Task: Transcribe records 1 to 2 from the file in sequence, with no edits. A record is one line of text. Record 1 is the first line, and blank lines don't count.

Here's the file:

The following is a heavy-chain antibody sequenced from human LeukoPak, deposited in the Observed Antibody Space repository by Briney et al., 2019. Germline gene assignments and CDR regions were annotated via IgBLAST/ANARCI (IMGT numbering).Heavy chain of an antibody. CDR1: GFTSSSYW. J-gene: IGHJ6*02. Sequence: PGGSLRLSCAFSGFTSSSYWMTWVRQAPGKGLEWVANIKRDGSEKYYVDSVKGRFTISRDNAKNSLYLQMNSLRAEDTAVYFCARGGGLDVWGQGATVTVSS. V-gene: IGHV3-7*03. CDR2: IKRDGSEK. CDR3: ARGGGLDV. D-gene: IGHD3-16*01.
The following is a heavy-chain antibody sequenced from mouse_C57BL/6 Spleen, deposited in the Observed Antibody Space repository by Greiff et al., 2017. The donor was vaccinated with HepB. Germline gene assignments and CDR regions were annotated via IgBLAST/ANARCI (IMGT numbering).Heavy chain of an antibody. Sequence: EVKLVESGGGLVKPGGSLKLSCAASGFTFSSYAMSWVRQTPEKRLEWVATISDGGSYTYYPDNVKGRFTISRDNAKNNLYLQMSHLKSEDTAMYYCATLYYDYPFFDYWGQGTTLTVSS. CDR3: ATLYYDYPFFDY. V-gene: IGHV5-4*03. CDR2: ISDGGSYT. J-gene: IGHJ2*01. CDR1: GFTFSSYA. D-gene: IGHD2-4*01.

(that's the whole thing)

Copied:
The following is a heavy-chain antibody sequenced from human LeukoPak, deposited in the Observed Antibody Space repository by Briney et al., 2019. Germline gene assignments and CDR regions were annotated via IgBLAST/ANARCI (IMGT numbering).Heavy chain of an antibody. CDR1: GFTSSSYW. J-gene: IGHJ6*02. Sequence: PGGSLRLSCAFSGFTSSSYWMTWVRQAPGKGLEWVANIKRDGSEKYYVDSVKGRFTISRDNAKNSLYLQMNSLRAEDTAVYFCARGGGLDVWGQGATVTVSS. V-gene: IGHV3-7*03. CDR2: IKRDGSEK. CDR3: ARGGGLDV. D-gene: IGHD3-16*01.
The following is a heavy-chain antibody sequenced from mouse_C57BL/6 Spleen, deposited in the Observed Antibody Space repository by Greiff et al., 2017. The donor was vaccinated with HepB. Germline gene assignments and CDR regions were annotated via IgBLAST/ANARCI (IMGT numbering).Heavy chain of an antibody. Sequence: EVKLVESGGGLVKPGGSLKLSCAASGFTFSSYAMSWVRQTPEKRLEWVATISDGGSYTYYPDNVKGRFTISRDNAKNNLYLQMSHLKSEDTAMYYCATLYYDYPFFDYWGQGTTLTVSS. CDR3: ATLYYDYPFFDY. V-gene: IGHV5-4*03. CDR2: ISDGGSYT. J-gene: IGHJ2*01. CDR1: GFTFSSYA. D-gene: IGHD2-4*01.